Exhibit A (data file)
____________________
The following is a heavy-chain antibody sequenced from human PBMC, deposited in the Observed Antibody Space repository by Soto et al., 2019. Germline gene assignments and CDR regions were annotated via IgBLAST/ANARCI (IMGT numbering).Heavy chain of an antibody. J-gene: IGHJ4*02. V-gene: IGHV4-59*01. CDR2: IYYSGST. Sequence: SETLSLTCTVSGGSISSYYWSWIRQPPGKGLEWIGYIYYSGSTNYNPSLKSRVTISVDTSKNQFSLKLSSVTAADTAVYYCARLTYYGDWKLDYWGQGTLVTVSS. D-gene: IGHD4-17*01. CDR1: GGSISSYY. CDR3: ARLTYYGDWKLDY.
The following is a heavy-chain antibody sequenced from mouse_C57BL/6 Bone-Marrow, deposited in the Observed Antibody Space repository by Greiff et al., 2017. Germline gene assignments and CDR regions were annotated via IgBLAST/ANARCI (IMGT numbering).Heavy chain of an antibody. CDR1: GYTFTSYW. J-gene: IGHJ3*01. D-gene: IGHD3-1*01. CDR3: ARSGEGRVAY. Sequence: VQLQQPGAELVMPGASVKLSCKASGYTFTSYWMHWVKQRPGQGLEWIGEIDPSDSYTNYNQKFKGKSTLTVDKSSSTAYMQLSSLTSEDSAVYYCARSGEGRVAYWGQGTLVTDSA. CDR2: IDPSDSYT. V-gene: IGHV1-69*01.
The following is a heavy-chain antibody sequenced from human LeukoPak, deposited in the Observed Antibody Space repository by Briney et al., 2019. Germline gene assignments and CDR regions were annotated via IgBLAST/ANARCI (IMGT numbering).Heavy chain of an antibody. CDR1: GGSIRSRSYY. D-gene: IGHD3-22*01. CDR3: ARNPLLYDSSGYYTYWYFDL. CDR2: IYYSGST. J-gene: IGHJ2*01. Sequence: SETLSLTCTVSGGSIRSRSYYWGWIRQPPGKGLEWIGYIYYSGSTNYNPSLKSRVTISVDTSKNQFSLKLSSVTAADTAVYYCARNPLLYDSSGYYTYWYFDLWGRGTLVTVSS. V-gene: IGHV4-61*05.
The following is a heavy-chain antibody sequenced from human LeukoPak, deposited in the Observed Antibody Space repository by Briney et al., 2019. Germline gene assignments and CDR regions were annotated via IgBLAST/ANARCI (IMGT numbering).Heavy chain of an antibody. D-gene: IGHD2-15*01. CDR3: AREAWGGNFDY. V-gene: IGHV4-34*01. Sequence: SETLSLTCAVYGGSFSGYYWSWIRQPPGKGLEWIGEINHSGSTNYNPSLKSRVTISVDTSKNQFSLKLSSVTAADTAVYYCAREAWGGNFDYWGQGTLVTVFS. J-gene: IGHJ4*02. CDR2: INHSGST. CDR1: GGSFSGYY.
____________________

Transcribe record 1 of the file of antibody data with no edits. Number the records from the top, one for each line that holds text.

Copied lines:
The following is a heavy-chain antibody sequenced from human PBMC, deposited in the Observed Antibody Space repository by Soto et al., 2019. Germline gene assignments and CDR regions were annotated via IgBLAST/ANARCI (IMGT numbering).Heavy chain of an antibody. J-gene: IGHJ4*02. V-gene: IGHV4-59*01. CDR2: IYYSGST. Sequence: SETLSLTCTVSGGSISSYYWSWIRQPPGKGLEWIGYIYYSGSTNYNPSLKSRVTISVDTSKNQFSLKLSSVTAADTAVYYCARLTYYGDWKLDYWGQGTLVTVSS. D-gene: IGHD4-17*01. CDR1: GGSISSYY. CDR3: ARLTYYGDWKLDY.